The Government are committed to bringing forward legislation to introduce a power to recall Members of Parliament. We are currently considering what would be the fairest, and most appropriate and robust, procedure, and we will make a statement soon setting out our plans to establish a recall mechanism.
My hon. Friend is exactly right: that is precisely the kind of detail that we need to get right in the Bill. In some cases it is clear: if someone is sentenced to prison for 12 months or more they are automatically disqualified already, under the present rules. There is certainly a case for removing that 12-month cut-off line. If someone is imprisoned for any period, it seems to me that there is a strong case for disqualifying them. The key problem is when wrongdoings do not lead to a prison sentence, and that is exactly why we would want to engage the House authorities, to provide a means by which they could be clearly proven.
As my hon. Friend may know, we want the recall mechanism to be based on two simple steps: first, proof that wrongdoing has been committed, as I explained in answer to the previous question; and secondly, a petition by at least 10% of the electors to trigger a by-election in the constituency concerned. That is slightly different from some of the models to which my hon. Friend referred, in California and elsewhere, where there is a much more open-ended process.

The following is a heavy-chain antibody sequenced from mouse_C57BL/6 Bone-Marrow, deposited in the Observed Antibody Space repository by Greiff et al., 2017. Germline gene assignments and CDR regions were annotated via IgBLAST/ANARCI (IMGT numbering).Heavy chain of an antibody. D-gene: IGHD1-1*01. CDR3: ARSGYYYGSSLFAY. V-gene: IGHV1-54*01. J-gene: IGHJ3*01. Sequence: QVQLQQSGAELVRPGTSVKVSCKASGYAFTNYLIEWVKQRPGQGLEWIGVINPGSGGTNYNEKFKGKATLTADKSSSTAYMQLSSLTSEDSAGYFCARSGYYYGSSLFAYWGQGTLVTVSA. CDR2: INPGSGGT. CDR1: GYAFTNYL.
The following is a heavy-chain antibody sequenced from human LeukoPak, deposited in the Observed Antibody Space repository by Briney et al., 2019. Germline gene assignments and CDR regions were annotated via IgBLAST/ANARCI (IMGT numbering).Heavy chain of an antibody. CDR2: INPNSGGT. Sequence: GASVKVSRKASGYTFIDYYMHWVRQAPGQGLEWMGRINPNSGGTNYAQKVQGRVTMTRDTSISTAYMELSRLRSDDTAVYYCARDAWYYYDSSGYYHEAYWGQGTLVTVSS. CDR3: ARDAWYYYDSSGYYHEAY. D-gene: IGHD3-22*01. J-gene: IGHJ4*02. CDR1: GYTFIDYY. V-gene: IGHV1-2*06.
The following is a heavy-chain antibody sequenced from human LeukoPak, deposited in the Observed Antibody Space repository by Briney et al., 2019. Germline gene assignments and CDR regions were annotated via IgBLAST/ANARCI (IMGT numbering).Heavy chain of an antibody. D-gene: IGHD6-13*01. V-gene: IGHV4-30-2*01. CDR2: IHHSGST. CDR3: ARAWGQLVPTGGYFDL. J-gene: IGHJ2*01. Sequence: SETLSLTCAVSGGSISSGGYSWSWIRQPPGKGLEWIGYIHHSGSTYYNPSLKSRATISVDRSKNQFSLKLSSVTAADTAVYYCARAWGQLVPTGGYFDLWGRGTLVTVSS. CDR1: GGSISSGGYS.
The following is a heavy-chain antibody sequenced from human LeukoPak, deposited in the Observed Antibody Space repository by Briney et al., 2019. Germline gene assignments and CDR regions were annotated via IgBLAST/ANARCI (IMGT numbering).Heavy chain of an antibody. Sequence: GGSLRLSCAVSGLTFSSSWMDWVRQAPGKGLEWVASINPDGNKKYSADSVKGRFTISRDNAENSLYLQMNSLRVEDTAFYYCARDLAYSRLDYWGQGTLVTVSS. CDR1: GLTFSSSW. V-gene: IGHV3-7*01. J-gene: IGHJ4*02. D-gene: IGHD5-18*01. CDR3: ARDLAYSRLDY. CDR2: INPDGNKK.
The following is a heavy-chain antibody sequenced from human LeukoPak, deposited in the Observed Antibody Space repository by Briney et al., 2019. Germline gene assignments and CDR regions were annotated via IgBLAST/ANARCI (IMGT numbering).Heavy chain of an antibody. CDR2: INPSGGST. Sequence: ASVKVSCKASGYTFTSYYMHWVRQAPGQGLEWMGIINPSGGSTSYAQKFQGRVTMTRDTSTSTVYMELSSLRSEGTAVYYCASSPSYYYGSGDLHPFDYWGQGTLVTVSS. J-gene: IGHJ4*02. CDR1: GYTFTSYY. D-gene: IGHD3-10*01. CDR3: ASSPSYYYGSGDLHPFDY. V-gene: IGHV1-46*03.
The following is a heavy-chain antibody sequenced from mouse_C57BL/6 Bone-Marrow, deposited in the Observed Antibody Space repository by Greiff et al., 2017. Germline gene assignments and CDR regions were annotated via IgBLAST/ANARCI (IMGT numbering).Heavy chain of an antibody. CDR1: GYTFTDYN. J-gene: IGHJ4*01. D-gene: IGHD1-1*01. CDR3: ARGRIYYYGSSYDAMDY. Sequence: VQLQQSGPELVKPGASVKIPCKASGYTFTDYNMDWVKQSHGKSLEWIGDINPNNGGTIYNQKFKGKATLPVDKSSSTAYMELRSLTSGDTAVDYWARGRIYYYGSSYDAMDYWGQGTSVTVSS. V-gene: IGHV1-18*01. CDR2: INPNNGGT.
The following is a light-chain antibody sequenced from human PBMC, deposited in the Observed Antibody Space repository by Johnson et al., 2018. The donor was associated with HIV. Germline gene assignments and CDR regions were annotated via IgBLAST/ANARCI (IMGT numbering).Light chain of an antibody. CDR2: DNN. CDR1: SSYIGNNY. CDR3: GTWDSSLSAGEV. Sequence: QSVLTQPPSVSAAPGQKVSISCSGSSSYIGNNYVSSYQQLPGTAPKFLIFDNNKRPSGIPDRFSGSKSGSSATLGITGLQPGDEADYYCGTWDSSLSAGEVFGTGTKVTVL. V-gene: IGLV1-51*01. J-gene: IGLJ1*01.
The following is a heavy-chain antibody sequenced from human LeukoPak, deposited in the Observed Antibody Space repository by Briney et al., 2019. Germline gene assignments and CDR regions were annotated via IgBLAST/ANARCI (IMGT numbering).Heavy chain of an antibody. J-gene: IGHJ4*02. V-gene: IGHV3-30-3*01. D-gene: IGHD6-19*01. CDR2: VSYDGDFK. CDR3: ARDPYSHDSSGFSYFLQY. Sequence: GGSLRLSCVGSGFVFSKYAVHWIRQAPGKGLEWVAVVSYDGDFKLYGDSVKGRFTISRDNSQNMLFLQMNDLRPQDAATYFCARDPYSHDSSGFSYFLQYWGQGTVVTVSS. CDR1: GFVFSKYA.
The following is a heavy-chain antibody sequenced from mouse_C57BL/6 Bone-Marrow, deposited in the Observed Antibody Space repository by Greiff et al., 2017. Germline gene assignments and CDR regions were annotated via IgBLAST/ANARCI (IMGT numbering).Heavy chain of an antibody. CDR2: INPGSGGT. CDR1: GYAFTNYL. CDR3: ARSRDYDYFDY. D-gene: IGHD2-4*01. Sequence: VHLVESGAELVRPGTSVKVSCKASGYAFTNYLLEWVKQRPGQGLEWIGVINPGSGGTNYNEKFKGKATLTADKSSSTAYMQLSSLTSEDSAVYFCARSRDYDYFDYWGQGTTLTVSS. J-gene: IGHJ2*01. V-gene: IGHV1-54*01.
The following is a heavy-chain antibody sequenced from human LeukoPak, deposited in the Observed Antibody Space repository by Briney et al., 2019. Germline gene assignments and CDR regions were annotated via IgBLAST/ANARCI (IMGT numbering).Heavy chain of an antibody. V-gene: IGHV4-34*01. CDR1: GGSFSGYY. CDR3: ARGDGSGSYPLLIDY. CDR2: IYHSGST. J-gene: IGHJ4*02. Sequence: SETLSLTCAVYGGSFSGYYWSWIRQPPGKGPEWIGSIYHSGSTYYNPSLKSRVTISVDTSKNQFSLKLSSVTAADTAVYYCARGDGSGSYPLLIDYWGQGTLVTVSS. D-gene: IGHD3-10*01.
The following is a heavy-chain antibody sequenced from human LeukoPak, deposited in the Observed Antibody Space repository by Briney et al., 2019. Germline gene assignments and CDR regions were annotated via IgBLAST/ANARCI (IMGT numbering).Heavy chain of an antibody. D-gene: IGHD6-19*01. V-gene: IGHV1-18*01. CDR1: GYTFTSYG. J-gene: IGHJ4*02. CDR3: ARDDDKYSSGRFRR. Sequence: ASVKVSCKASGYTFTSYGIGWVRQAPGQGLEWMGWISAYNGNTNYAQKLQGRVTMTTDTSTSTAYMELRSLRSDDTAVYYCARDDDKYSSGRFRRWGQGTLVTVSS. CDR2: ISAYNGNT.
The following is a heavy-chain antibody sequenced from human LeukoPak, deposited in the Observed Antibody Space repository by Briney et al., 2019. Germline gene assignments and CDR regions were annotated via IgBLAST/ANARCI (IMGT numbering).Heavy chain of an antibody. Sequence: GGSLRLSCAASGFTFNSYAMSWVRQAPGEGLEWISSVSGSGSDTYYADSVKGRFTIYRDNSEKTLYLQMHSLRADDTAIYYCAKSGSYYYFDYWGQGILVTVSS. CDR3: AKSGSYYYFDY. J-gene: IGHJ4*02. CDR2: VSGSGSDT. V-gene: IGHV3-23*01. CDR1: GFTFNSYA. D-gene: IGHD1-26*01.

I am not quite sure that that is right, is it? Did not the Liberal Democrat manifesto say that people would be given the right to sack MPs who had broken the rules? The question then is: who gets to decide who has broken the rules? If, as the right hon. Gentleman says, it is the courts, that is a fairly straightforward process. However, if it was left up to voters, might they not think that if someone promised 3,000 more police officers and then cut 10,000, or promised not to raise VAT and then put it up by 2.5%, they had broken the rules?
As I said before, wrongdoing has clearly been committed if someone is given a prison sentence, and I think that any prison sentence of any length should disqualify MPs. Otherwise, we clearly need to establish a mechanism here in the House to prove serious wrongdoing, and only once that has been established would we grant electors the right, following a petition of 10% of the electors, to trigger a by-election—[Interruption.] I think that the hon. Gentleman is asking from a sedentary position whether that mechanism should be without any kind of filtering here in the House. The honest truth is that if we did it like that, and had a sort of free-for-all, there would be a real danger of a lot of vexatious and unjustified claims being made against one Member by others.
Will extreme care be taken in the drafting of the legislation to ensure that in absolutely no circumstances will a recall of a Member of Parliament be possible because of the way in which a Member votes or speaks—however objectionably—or because he changes party, as Winston Churchill did on two occasions?
We certainly would not want a recall mechanism that would have disqualified Winston Churchill. Precisely for the reasons that my hon. Friend has alluded to, we need to ensure that the system contains checks and balances so that it does not impinge on the freedom of Members on both sides of the House to speak out and articulate our views. That will not be the purpose of the recall mechanism. Its purpose will be to bear down on serious wrongdoing and to give people a chance to have their say in their own constituencies without having to wait until the next election for an opportunity to do so.